Since battery manufacturers are looking for the required lithium battery to be as close as possible to the vehicle requirements in terms of starting performance and reserve capacity, it is quite possible to increase the size of the lithium battery in the short term.
In the late 1990s, there was no significant cost trade-off between the increase in starting performance and the increase in reserve capacity. As a result, the lithium battery assembly may be divided into two parts. A lithium battery pack is completely used for starting purposes, with little or no reserve power, and its structure may be composed of many very thin plates with a large surface area and low electrical resistance. Another part of the lithium battery gives the storage capacity for small current draw and has a corresponding structure, so that the engine start is always independent of the parasitic current and other loads that will deplete the lithium battery.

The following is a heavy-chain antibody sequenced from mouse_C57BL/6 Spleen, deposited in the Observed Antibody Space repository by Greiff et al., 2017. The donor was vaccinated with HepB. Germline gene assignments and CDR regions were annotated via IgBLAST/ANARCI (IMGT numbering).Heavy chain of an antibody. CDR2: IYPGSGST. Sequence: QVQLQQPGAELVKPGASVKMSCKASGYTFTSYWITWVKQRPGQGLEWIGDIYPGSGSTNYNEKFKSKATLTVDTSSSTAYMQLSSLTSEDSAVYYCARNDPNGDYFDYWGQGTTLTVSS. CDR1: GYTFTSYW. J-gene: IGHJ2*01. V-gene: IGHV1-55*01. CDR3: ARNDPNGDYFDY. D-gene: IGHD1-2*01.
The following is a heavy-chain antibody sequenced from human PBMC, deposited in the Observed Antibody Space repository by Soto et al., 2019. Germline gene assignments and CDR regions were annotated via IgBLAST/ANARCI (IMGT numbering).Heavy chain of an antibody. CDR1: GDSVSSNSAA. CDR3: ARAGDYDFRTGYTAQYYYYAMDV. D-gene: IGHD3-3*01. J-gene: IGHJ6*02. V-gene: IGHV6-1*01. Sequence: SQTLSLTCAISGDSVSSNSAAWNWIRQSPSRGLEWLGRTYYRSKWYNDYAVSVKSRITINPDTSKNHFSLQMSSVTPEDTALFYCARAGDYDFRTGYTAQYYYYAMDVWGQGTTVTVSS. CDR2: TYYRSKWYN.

If the useful energy for storing or releasing the lithium battery is expressed as 100%, the active material accounts for only 40% of the weight of the lithium battery, and electrochemically, less than 50% of the active material can be utilized. In theory, the specific energy can be doubled.